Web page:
The Queens United Church on Queens Avenue is proposing a twelve-storey rental building on the corner of Queens Avenue and Sixth Street in New Westminster. The land is currently zoned Commercial Low-Rise to allow pedestrian-oriented commercial businesses and two storeys of residential development above, and the land use designation is to allow townhouses, rowhouses, stacked townhouses and low rises, and if a compelling case can be made a five or six storey low rise building could be considered. The proposal is for 98 rental units, 30 of which would be non-market rental, along with a childcare facility with 79 spaces, and a small commercial space, along with retaining and preserving the existing Queens United Church.

So what’s the difference?

In both cases the developer is a non-profit. In both cases they’re providing secured rental homes. In both cases affordable housing would be provided. That’s really where the similarities end.

The ALT proposal was designated to provide homes for Indigenous and Swahili-speaking families, two target groups that have been disadvantaged and are overrepresented in statistics surrounding housing insecurity. Providing housing for groups like this was a policy goal of the OCP. The QUC proposal does not target any identified groups.

The ALT proposal ranged from below market rental to deeply subsidized, providing affordable housing to a large number of underadvantaged socioeconomic groups. The QUC proposal only provides 30% of the homes as affordable.

The ALT proposal needed to be six storeys because of the economics of the site. The land had to be purchased, which puts the developer at a disadvantage to start, and enough units needed to be built to be able to provide the housing without requiring massive and unrealistic funding from senior governments. For the QUC proposal, the United Church already owns the land, eliminating millions of dollars from their budget that can offset the extra units that would be needed to recoup development costs.

The ALT proposal met a large number of the policy goals of the OCP and Strategic Plan. The QUC proposal doesn’t. Here’s a quote from the staff report:

The Official Community Plan dates from 2017. While amendments may be considered, staff generally recommends those which are either: 1) minor and resulting in development that is relatively in alignment with the intent of the OCP; or, 2) providing benefits that are significantly over-and-above in relation to other Council priority areas. This application is considered to be a significant amendment, and it is not in close alignment with the intent of the current OCP. The application’s proposal of a 12-storey building form with 30% affordable units, secured for 20 years at below-market rates, offers unit amounts, subsidies and length of security that are slightly above or below City policy expectations. Staff advise that the proposal does not go significantly over-and-above in relation to meeting other Council priorities.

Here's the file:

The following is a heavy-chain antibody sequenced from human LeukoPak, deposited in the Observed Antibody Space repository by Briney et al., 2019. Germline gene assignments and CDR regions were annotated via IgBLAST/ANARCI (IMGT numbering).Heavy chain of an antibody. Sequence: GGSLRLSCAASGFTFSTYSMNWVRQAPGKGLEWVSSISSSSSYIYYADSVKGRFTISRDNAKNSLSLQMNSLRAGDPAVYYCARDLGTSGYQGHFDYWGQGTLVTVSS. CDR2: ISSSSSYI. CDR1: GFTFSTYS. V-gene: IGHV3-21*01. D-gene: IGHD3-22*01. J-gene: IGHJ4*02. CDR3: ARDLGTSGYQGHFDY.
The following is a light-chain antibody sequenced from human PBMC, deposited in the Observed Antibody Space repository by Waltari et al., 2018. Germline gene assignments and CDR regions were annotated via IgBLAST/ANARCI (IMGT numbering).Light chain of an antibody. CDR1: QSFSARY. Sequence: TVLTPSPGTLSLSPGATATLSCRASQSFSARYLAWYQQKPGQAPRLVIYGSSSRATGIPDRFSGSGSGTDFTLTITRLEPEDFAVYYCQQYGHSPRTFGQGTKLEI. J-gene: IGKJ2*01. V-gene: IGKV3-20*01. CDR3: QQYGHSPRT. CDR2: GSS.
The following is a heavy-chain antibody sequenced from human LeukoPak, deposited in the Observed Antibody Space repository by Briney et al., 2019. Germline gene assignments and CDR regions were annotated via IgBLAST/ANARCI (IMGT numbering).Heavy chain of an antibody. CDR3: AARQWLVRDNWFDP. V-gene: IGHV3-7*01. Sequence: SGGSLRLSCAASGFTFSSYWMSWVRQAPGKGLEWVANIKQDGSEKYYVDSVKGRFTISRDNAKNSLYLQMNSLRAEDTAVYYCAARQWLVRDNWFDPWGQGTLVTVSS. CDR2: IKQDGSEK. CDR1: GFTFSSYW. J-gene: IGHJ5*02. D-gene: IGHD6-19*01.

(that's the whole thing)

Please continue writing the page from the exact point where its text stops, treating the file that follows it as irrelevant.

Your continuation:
Loss of Childcare

Even though the QUC proposal includes a 79-space child care facility, it would replace the existing 79-space child care facility, so there’s no gain of child care spaces. Not only that, the existing spaces would likely disappear until the new ones are available, which doesn’t help anybody, especially the families of children who are already in those spaces.

What now for Queens United Church?

I strongly suspect that the Land Use & Planning Committee will discourage the applicant from submitting an OCP amendment application for this site, which is what staff have recommended.

And to answer my question, “Will council allow this OCP amendment, given their previous decision?”

The answer is no, because council won’t even be seeing this OCP amendment, because the applicant should pull it and strongly revise their project.

Opponents of the ALT proposal often said that amending the OCP would set a precedent, and other neighbourhoods in New West would see more buildings that are larger than what’s laid out in the land use designation.

The Queens United Church proposal shows that that is not the case, as projects that provide benefits that go over-and-above Council priority areas are a rarity.

As one person said at the Public Hearing for the ALT proposal:

The project is only under consideration because it is for affordable housing to provide homes for members of the Indigenous and Swahili communities. If this was a proposal for any other use, we would not be here discussing it tonight.